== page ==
April 19, 2013
A celebration of the restoration and relighting of
the Bodie Island Lighthouse….WITH SLIDE SHOW
By CATHERINE KOZAK
reporters get attached to the subject of their coverage, especially if
that subject is an underdog unjustly outshined by another that’s taller
and more popular.
The Bodie Island Lighthouse has been that underdog for me.
Thursday evening, the fully restored lighthouse was officially
relighted, and it opened today for the first time to the public for
It seems nothing short of a miracle.
gazed up this week at the newly-restored brick beacon, it took my
breath away. It looked brand new. The black-and-white bands were
spotless. No rust blighting the metalwork. No broken windows. No ugly
orange tape encircling the base.
The setting was equally
impressive, with the grounds tidied up and the sidewalks repaired. At
the entrance to the lighthouse road, two small historic buildings moved
from the beach have been restored, providing a fitting introduction to
the historic district about one mile inland. And the Keeper’s Quarters
adjacent to the lighthouse, now a bookstore and gift shop, has also
But the most impressive improvements are inside the 156-foot tall tower.
oil house, once the office for the lighthouse keepers, has a fresh coat
of bright white paint that contrasts against the wooden floor, painted
gray-blue. Across the hallway, the oil room, with its original marble
and slate flooring, has been repainted, its windows and ceilings
replaced and its cabinets restored.
A new silver rail leads
down the few steps to the base of the tower, its door propped open by a
piece of granite recovered from the Cape Hatteras Lighthouse during the
1999 relocation project. Standing in the enclosed hole where the
clock work once stood – a perfect spot, we joked, to corral misbehaving
children - the view upward was as striking an image one could expect in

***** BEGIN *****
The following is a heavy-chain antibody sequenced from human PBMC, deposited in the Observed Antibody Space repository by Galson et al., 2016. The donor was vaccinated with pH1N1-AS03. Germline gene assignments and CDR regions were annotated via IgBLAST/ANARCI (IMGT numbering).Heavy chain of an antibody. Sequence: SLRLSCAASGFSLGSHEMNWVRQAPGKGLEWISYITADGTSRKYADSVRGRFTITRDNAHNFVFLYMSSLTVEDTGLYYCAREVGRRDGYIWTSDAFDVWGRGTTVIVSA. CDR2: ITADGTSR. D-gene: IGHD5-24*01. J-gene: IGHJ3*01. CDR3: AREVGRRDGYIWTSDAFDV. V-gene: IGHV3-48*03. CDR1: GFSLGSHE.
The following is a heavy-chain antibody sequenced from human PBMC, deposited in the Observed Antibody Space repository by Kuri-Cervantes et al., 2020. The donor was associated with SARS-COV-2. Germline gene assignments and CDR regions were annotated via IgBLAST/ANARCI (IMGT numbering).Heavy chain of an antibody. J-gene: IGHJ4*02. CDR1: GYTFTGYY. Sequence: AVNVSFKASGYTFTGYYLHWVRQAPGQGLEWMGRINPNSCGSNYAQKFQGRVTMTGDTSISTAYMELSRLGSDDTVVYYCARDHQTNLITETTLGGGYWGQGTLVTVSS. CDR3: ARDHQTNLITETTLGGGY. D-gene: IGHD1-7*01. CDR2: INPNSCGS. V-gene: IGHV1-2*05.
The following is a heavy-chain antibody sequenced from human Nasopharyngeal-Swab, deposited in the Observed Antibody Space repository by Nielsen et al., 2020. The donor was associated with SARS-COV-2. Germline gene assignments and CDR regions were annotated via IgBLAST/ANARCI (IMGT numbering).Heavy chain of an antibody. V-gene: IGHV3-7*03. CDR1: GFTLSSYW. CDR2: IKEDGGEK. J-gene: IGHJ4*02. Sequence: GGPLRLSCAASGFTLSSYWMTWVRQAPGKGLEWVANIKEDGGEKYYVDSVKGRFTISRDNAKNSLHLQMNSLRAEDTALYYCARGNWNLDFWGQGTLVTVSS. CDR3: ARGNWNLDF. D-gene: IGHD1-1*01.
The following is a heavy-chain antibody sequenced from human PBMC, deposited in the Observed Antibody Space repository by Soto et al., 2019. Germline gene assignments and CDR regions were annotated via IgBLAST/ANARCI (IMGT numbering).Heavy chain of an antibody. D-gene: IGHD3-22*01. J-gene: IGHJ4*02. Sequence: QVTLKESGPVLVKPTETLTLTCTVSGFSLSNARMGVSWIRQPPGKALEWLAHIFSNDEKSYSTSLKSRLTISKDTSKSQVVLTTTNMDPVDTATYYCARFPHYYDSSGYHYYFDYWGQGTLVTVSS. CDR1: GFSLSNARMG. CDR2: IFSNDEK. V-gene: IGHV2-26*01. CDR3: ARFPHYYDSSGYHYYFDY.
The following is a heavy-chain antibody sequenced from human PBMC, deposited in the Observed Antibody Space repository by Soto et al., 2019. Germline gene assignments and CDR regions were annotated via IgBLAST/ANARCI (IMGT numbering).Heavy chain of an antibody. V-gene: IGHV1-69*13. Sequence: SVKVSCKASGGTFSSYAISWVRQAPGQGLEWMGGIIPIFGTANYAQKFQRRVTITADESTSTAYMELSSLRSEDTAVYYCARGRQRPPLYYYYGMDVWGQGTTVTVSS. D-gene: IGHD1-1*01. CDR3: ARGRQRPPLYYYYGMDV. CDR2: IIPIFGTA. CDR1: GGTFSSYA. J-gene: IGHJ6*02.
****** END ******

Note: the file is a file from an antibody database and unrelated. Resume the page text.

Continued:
“That’s what makes this lighthouse special,”
said Doug Stover, historian for Cape Hatteras National Seashore. “It’s
the visuals of the staircase.”
When you look up the inside of
the Cape Hatteras tower, he said, the staircase is not as open because
the stair treads are closed. But with Bodie, the progressively
narrowing twist of the staircase is discernible all the way to the top
through the open iron mesh of the steps.
When I used to
drive south on Highway 12 from Nags Head in the late 1990s on my way to
Buxton to cover the Cape Hatteras Lighthouse relocation project, I
would see Bodie’s black-and-white bands peeking over the marshes just
before Oregon Inlet.
Back then, especially with all the
attention focused on the Cape Hatteras Lighthouse, Bodie Island was virtually
ignored. Yet, at night its blinking beam still swept the sky.
2000, when the National Park Service took the still-handsome tower
under its wing, I got my first close-up look at the Bodie lighthouse.
Its metal work was rusted and fragile-looking, and water drips were
evident in rust streaks and mildew stains on floors, walls, and
ceilings. There were bricks missing, wires holding pieces of iron
together, cracked walls, windows patched with wood.
it was majestic. But the most awe-inspiring thing about the tower is
what few get to see -- the first order Fresnel lens that has been at
the top since the beginning.
A few years after the Coast
Guard transferred the lighthouse to the Park Service, I was able to
climb the tower for the first time. As I approached the lantern
room, it was very warm, since there was virtually no air circulation.
Little rainbows were dancing off the walls.
Standing on the
platform, I was taken aback by the spectacular immensity and
extraordinary beauty of the lens. The prisms are clear green and